We had a goal (t-shirts) but needed a plan to reach that goal.  I felt we could create a product to sell to our classmates (3rd graders), so we had our target audience, now how to attract them?  At the time, these loom potholders were very popular to make, but better than potholders were headbands made from the loom loops.  We created a few headbands and made posters and order forms (a professional brand, pre-social media and websites) to post in the 3rd grade classrooms.

They were a smashing success, but we ran into some unforeseen problems.  The demand was very high, and we did not have a dedicated workforce in place (the other club members were not pulling their weight – slackers).   Also, everyone wanted pink and purple headbands, and if you know anything about those loom loop packets, they only come with one or two pinks in the entire bag.  We did have the advantage of no supply costs, since our parents bought the loom loops for us, but ultimately we had to close up shop.  We got the t-shirts, but a well thought out business plan may have helped us foresee the set-backs that ultimately did us in.

No, I do not advocate third graders writing business plans, but I do think artists should.  If you are creating something you want to sell, you have a business, and you need a plan.  Art is no exception.  Be thoughtful and deliberate about it.  Your art deserves nothing less.

(As a sidenote, I started the business back up in 5th grade selling Pencil Pals – little animals made out of pipe-cleaners with a bead for a head that hugged the top of your pencil. They were more popular than Garbage Pail Kids.  I thought I had solved the labor issue by creating a relatively easy product to make, but I did not anticipate kids ordering 25 Pencil Pals at a time.  Apparently my fellow club members did not have the same work ethic as I do, and my only option was to raise the price from 5 cents to 10 cents per Pal.  There was a mutiny, and we halted production.  It was a shame.  They were adorable.)

Looking for help to formulate a plan for your work?  Read more here.


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Photolucida Photographer Highlights

Last week the Crusade made a stop in Portland for a pop-up and to attend the Photolucida Portfolio Review event.  At a portfolio review, photographers at the mid-career level register for one-on-one meetings (20 minutes long) with gallery owners, curators, critics, collectors and publishers from around the world.  As a reviewer, I met with 48 photographers over 4 days and was fortunate enough to informally see work from dozens of others. People seem to ask me pretty regularly about current themes I see in photography, and although I don't like to categorize, I will say that I saw a lot of work dealing with contemporary landscape - human intervention, neglect, urbanization. . . And I learned a new word!  "Dross" - ok, now that I used the google, the definition isn't exactly as it was explained to me by one of the many photographers dealing with this topic, but as I learned it, dross is the in-between space in the landscape - places that have fallen away from use or that are coming into use.  Dross.  Photograph that.  (or don't, since lots of others are getting that covered. . .)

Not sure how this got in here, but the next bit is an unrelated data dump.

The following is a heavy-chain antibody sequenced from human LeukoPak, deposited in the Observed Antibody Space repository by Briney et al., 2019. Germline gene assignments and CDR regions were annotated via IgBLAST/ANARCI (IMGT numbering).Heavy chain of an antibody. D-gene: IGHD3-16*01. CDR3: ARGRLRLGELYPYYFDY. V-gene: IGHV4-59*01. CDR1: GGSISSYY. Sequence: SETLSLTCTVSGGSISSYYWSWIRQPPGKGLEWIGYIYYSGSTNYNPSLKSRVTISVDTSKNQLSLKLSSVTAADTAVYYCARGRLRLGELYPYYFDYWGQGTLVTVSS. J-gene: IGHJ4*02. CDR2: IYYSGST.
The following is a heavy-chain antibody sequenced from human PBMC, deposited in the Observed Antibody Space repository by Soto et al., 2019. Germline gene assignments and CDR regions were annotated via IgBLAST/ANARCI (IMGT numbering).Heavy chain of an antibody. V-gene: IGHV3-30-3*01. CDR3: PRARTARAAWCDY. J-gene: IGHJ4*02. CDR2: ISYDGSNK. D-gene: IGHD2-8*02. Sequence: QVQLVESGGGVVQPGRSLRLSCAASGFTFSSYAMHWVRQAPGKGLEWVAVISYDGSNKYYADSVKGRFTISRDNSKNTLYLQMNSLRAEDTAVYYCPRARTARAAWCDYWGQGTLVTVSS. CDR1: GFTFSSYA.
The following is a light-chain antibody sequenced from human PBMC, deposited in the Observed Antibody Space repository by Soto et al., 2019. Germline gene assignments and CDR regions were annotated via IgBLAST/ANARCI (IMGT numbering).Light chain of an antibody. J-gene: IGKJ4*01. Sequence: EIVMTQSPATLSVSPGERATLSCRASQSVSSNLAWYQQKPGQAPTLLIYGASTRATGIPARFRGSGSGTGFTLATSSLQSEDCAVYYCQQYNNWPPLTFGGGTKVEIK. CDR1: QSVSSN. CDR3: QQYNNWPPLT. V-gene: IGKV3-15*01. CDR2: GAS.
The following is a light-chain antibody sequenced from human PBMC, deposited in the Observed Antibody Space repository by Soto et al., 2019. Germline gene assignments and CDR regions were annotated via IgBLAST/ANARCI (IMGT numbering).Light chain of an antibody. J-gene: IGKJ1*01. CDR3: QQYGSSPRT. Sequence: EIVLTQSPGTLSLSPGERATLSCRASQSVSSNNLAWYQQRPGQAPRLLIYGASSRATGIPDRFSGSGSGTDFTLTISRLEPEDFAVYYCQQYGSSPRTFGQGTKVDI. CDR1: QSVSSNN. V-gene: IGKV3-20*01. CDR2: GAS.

So dross aside, I'd like to highlight just a few images/photographers that peaked my interest.  Some of this work is finished and ready to launch, and other portfolios are still working out issues and growing, but these are just few that I keep thinking about.

This image by Amelia Morris made me cry:

I pretty much loved everything about Marico Fayre, including her meditative series, White. Kids With Guns: The Childhood Gravity Games by Kim Campell intruiged me - I think it's going somewhere.  K. K. Depaul's mixed-media collage and assemblage pieces about secrets was wonderfully haunting.

A lot of talent always shows up for this review, and Portland of course is my love, so the whole time there was wonderful, start to finish.

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Sequencing Strategy - Do You Have One?

I'm about to start the third full day of portfolio reviews for Photolucida in Portland.  If you aren't familiar, Photolucida is a wonderful photography festival that hosts portfolio reviews every other year.  For four days, photographers sit with a wide range of industry professionals for 20 minutes at a time to get feedback on their work, and hopefully opportunities for exhibition and publication. Yesterday I was on a sequencing tear.  It seemed that so many photographers I met with had not paid enough attention to the order the images were in.  I cannot stress enough how the sequence can make or break the edit in a portfolio.  So I felt inspired to think about advice that would help a photographer think about how to best sequence their work -